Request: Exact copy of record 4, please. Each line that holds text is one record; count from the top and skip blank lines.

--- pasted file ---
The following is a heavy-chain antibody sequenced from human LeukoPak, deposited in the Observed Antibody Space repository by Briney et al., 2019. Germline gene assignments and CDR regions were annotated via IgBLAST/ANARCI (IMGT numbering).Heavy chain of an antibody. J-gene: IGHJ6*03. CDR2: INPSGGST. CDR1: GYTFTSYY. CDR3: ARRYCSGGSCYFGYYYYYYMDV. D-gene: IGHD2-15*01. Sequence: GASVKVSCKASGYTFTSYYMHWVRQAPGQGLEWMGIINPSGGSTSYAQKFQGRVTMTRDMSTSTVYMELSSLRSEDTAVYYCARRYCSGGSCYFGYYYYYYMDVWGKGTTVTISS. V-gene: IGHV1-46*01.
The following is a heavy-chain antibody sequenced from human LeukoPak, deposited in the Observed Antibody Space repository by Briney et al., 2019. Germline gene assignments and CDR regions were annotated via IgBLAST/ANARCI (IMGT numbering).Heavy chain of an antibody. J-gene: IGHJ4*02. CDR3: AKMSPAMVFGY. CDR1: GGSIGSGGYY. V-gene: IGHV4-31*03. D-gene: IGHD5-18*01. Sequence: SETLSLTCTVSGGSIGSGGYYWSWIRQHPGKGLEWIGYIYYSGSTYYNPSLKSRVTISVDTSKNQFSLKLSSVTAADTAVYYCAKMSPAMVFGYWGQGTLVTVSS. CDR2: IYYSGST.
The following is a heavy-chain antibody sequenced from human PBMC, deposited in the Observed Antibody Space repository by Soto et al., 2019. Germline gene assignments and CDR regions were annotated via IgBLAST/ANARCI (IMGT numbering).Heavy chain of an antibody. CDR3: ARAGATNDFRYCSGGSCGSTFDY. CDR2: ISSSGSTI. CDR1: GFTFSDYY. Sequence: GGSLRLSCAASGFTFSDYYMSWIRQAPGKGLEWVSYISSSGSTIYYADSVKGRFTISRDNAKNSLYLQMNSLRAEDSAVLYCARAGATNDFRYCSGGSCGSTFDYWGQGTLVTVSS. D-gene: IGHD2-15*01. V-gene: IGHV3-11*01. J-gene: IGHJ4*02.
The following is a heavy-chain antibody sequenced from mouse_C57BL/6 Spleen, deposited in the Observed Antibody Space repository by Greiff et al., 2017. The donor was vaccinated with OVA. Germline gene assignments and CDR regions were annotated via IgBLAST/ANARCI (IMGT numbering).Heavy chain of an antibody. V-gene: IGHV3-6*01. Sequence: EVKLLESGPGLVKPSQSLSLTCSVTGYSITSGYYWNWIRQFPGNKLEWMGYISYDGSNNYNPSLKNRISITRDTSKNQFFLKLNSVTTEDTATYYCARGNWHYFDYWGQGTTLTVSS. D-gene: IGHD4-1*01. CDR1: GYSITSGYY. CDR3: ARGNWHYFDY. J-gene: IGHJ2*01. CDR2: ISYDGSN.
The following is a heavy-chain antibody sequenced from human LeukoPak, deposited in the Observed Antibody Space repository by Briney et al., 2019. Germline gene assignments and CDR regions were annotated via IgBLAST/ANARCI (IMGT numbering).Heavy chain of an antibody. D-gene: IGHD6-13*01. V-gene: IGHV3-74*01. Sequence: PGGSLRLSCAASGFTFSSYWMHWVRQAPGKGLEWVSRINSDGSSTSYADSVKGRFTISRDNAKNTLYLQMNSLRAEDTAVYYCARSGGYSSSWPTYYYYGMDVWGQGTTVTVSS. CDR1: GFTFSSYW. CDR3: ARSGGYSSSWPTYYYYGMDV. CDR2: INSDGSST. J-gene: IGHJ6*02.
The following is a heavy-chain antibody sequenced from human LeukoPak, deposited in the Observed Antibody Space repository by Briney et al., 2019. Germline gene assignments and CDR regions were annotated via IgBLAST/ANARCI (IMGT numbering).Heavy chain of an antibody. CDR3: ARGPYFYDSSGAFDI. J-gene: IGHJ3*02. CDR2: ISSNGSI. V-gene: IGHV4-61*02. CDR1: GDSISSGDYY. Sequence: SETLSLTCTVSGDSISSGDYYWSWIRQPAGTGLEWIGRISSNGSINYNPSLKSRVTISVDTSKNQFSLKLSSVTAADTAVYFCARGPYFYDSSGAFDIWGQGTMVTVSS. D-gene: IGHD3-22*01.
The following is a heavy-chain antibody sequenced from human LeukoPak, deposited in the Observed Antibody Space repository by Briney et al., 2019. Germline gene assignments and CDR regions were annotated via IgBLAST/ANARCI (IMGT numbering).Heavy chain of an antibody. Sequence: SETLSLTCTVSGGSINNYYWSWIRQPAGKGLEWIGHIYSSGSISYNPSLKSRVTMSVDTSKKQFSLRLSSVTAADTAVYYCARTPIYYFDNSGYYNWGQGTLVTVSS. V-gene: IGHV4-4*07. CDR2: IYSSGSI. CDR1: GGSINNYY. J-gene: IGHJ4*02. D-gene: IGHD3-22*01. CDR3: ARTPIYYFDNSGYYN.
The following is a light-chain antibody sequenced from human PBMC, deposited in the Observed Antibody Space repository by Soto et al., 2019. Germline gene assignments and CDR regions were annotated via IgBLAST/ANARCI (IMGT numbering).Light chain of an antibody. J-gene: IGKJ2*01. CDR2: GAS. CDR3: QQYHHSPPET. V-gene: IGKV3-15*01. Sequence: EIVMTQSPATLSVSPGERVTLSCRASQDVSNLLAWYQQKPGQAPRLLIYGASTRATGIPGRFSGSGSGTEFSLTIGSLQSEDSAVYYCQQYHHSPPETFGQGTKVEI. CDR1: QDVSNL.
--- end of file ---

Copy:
The following is a heavy-chain antibody sequenced from mouse_C57BL/6 Spleen, deposited in the Observed Antibody Space repository by Greiff et al., 2017. The donor was vaccinated with OVA. Germline gene assignments and CDR regions were annotated via IgBLAST/ANARCI (IMGT numbering).Heavy chain of an antibody. V-gene: IGHV3-6*01. Sequence: EVKLLESGPGLVKPSQSLSLTCSVTGYSITSGYYWNWIRQFPGNKLEWMGYISYDGSNNYNPSLKNRISITRDTSKNQFFLKLNSVTTEDTATYYCARGNWHYFDYWGQGTTLTVSS. D-gene: IGHD4-1*01. CDR1: GYSITSGYY. CDR3: ARGNWHYFDY. J-gene: IGHJ2*01. CDR2: ISYDGSN.